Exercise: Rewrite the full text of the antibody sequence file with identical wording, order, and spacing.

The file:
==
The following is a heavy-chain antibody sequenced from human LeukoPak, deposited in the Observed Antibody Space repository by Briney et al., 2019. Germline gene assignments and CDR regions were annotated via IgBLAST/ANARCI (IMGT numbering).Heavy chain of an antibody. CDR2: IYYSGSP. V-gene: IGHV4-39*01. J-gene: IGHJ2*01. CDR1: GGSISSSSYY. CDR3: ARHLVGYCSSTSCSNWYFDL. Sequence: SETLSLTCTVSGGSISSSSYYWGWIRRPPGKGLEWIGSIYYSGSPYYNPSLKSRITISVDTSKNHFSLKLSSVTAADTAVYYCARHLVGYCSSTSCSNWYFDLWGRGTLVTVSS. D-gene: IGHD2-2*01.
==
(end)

The following is a heavy-chain antibody sequenced from human LeukoPak, deposited in the Observed Antibody Space repository by Briney et al., 2019. Germline gene assignments and CDR regions were annotated via IgBLAST/ANARCI (IMGT numbering).Heavy chain of an antibody. CDR2: IYYSGSP. V-gene: IGHV4-39*01. J-gene: IGHJ2*01. CDR1: GGSISSSSYY. CDR3: ARHLVGYCSSTSCSNWYFDL. Sequence: SETLSLTCTVSGGSISSSSYYWGWIRRPPGKGLEWIGSIYYSGSPYYNPSLKSRITISVDTSKNHFSLKLSSVTAADTAVYYCARHLVGYCSSTSCSNWYFDLWGRGTLVTVSS. D-gene: IGHD2-2*01.